With scammers of course it’s simple. It’s fairly simple to tell when you’re dealing with a scam, the clues, once you know them, are easy to spot.
Start with their identity. In normal circumstances real people don’t try and hide their identity. They obviously don’t disclose vast quantities of personal information but their name shouldn’t be a secret. Of course you might ask why my identity isn’t disclosed in this article? It’s true, my name doesn’t appear anywhere on this page but it only takes a moment of internet detective work to find out who I am. It’s not actually a secret.
Here’s a tip about scammer’s names that might prove helpful. Many, many times we’ve seen scam emails and frequently they claim to be in the UK for reasons you’ll read in a moment. The clue that something’s not right is that they’ll put “Mr” or Mrs” in the name they use. They’ll sign it with something like “Mr John Smith” or “Mrs Mary Jones”. I grew up in the UK so I think I’m qualified to say that Brits NEVER do that. Brits never use “Mr” or “Mrs” that way so you know when you see it that the author isn’t actually British.
Scammers use false names of course but they also use temporary, disposable phone numbers and email addresses. They always use cellphones, never land lines, and you’ll find that they often use UK numbers beginning with “070”. That’s because these numbers can be redirected to almost anywhere in the world. You dial what seems to be a number in the UK but in fact you end up speaking to someone in downtown Lagos. Oh and guess who pays for that call AND the redirection? You, the victim, do.
It’s the same thing with the email addresses they use. They’ll all be of the free variety from providers like Gmail, Yahoo or Hotmail or some of the smaller rivals. Of course there’s nothing wrong with free email addresses, they’re wonderful. I have several of them, most of them for winding up scammers but also a personal one for those occasions when I can’t get to my business email address. But scammers always use them because without enormous effort by law enforcement they’re virtually impossible to trace back to a single person.
Last week several readers sent us an email scam claiming to be from a company called Pinda Travel that offered the recipient a placement as a volunteer in various industries in far-flung, exotic places. Their email opened by saying that:
“we pay everything for you to go abroad because volunteering is free. Visa 100% free. Ticket 100% free. Accommodation 100% free”There’s the other clue of course. Something for nothing. What organisation can you think of that does all this for you for free? That’s right. None.
Of course there WAS a fee to pay, a mere R250 “acceptance fee” that you had to send. However, this scammer wasn’t one of the smarter ones. In fact he was a particularly stupid specimen who actually gave the details of a South African bank account into which you were to pay this fee. Needless to say I forwarded it to the bank in question here in Botswana and they sent it over immediately to their South African cousins and the account was suspended in a flash.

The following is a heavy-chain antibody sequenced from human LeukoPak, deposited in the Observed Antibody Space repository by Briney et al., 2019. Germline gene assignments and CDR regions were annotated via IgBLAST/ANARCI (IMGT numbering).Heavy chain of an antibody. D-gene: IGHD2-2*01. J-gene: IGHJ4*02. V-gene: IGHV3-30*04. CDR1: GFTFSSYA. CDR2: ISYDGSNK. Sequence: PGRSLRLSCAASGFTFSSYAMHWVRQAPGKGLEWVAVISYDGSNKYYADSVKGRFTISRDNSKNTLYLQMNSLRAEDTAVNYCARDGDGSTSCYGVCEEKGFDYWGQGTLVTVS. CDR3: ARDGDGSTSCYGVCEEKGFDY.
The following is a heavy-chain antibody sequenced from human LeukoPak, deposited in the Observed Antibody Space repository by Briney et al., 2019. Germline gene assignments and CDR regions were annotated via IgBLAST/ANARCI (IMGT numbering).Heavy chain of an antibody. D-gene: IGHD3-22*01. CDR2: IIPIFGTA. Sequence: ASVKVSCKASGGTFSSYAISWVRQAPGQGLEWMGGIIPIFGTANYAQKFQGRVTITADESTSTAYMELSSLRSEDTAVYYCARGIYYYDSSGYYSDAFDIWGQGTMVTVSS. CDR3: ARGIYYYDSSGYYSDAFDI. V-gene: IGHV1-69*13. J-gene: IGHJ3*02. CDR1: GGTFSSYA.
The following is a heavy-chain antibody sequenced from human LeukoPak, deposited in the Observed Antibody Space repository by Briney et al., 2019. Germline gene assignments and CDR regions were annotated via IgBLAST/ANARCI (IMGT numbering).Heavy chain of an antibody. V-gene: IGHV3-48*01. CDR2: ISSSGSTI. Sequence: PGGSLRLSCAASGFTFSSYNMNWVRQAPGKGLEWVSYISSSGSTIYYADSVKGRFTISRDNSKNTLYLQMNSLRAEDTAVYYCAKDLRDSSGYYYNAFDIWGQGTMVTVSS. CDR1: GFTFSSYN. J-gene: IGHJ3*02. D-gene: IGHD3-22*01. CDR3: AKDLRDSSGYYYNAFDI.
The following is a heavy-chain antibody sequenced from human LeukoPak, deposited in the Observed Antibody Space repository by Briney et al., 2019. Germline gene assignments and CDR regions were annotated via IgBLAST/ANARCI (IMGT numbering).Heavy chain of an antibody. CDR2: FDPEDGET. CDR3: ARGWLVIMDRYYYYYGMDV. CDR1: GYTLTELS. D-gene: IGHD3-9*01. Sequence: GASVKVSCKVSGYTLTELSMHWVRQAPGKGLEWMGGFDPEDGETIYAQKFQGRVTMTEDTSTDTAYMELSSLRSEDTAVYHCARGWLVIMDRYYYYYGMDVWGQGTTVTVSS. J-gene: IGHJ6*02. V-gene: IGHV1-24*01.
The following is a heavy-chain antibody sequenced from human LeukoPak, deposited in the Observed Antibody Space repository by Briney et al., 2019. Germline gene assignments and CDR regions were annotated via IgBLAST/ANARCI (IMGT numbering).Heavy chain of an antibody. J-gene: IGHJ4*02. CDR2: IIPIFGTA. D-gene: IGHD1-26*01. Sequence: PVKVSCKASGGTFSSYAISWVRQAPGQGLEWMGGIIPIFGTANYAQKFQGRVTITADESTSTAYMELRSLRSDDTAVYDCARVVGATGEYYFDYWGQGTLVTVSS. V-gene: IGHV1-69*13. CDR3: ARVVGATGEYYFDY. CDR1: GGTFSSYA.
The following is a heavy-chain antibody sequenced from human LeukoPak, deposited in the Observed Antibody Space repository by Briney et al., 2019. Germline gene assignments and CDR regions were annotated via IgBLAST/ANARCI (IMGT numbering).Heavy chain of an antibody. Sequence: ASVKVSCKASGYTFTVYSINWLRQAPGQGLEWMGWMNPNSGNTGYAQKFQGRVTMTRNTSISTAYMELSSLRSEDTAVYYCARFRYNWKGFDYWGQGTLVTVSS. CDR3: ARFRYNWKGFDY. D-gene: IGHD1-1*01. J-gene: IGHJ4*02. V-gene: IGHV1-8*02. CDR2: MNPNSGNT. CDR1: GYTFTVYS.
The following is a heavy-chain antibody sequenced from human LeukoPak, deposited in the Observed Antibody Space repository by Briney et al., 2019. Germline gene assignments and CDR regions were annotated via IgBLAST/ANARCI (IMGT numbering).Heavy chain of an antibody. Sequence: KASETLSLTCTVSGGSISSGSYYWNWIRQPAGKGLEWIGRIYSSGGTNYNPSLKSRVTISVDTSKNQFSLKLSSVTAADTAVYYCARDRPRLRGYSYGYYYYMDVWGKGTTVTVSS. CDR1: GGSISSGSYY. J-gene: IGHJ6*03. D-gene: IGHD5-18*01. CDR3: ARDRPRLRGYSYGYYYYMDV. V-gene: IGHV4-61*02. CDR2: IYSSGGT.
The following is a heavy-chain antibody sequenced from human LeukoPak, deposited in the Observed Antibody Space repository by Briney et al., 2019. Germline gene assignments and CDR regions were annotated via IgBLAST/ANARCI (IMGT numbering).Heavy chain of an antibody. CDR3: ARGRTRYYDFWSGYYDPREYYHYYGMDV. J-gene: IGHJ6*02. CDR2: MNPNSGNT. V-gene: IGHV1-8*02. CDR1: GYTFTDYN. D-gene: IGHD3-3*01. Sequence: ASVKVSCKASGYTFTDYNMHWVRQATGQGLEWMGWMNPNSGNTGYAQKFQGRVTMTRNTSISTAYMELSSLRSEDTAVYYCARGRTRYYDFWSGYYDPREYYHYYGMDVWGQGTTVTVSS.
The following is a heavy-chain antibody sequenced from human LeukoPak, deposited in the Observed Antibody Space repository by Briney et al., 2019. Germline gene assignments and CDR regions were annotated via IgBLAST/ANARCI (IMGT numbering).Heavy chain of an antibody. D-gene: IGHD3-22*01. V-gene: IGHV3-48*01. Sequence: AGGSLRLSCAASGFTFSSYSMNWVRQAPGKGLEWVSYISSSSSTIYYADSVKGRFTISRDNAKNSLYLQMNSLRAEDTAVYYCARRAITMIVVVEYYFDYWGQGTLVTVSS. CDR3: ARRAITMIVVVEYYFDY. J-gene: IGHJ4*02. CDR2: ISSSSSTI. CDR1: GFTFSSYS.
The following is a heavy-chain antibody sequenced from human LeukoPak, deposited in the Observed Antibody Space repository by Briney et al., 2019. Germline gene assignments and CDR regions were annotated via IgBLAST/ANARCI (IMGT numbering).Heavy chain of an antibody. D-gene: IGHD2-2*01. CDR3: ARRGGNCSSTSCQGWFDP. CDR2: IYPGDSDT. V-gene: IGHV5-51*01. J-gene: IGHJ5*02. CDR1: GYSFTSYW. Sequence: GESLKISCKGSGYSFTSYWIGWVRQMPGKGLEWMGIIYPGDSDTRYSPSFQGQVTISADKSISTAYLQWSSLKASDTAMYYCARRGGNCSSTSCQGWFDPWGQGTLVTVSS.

I got in touch with the scammer using the SA cell number he’d given, just to see if he’d react to a bit of taunting. He wasn’t happy when I suggested that his scam had been exposed and he was perhaps understandably angry as you can see from the messages I received.
Of course he might also have been angry because I mentioned that I’d told the bank about his scam and that he wouldn’t be able to use his account any more. That’s probably why he threatened to have me killed. Or perhaps just because he’s a nasty person?
Obviously this guy is a liar through and through, there’s no doubt about that. But what about the gentler lies we’re told? Not ones that are designed to steal our money but just perhaps to give someone a quiet life?
What about the person I know who came to Botswana with her husband and was told by the bank that it was “illegal” for a foreigner without a work permit to have a bank account. What about more recently when another customer of a bank contacted us saying that in order to renew her insurance with the bank she had to supply AGAIN all the original documents she had originally given them. No, this wasn’t a new insurance policy, it was just a renewal of the existing one. No, the bank hadn’t lost the copies of the documents they took the first time. The reason? “It’s the law”.
Well it’s not the law, no it’s not. It’s something the bank official just made up on the spot. Or let’s be charitable, let’s assume that the bank had a new policy that required the customer to jump through additional hoops so she could give them more of her money. Either way the law had nothing to do with it. If the bank official had stopped to think for just a moment she would have known that, don’t you think? I’m sure that the she would have realised that continuing with the story about it being a legal requirement would have been an intentional falsehood. A lie in fact.
This week’s stars
- Portia at Capital Securities reception for being very helpful.
- Dimakatso Duha at University of Botswana Transcripts office for providing exceptional and thorough service.
- The Botswana Couriers team in Maun staff for special assistance.